A new atlas of local risk and vulnerability in the context of global environmental change will be launched in March, in electronic, as well as in a hard-copy format.
The South African Risk and Vulnerability Atlas, a project initiated and funded by the Department of Science and Technology, aims at equipping decision-makers with information on the impact and risk associated with global change and promoting public access to scientific information. The Council for Scientific and Industrial Research (CSIR) manages the project, with key content, intellectual and technological inputs from local institutions and research groups.
“[The atlas] focuses on supporting decisions that increase a local community’s resilience to global change impacts by encouraging the integration of information from different sectors,” says CSIR project manager Dr Rebecca Maserumule.
The Atlas captures and links to data related to groundwater, surface water, forests, bio- diversity, human health, crops, demographics, economics and social dimensions. It will provide a portrayal of South Africa’s changing environment through images, photographs and case studies that will contribute to the knowledge and understanding essential for adaptation and mitigation. The project team reports that the atlas will be useful to urban planners, policymakers and government institutions, such as municipalities, needing to make long-term land-use decisions based on key risk and vulnerability information.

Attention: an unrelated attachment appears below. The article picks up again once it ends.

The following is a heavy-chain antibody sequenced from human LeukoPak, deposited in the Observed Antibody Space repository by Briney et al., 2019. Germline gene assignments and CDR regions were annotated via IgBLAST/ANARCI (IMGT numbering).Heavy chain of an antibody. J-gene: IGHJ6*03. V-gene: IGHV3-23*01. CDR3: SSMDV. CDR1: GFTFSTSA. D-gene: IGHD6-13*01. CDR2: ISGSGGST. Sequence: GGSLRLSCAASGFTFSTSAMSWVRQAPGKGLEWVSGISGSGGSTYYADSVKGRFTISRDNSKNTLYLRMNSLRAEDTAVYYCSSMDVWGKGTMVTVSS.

Maserumule explains that the atlas aims to assist in the identification of research gaps. Further, the atlas should be seen as a living platform, as, when new information becomes available, it will be added to the body of knowledge, she says.
The Internet Atlas will have similar features to Google Earth, which allows users to zoom in on specific locations in South Africa and obtain information about future climate conditions, such as the likelihood of droughts, floods or large ocean waves affecting a neighbourhood, rising sea levels, changes to vegetation and expected changes in minimum and maximum temperatures, as indicated by a range of results.
The atlas is expected to be of significant value to policymakers and decision-makers at regional, national, provincial and municipal levels, as well as consultants, researchers and students. The project team reports that it will also help support national initiatives, such as the National Disaster Management Framework, by equipping decision-makers with information on the impact and risk associated with global change in the region.
“The atlas will provide a data platform from where South Africa’s world-class research can be freely accessed and used to inform policy and adaptation measures,” concludes CSIR principal climate change scientist Dr Emma Archer.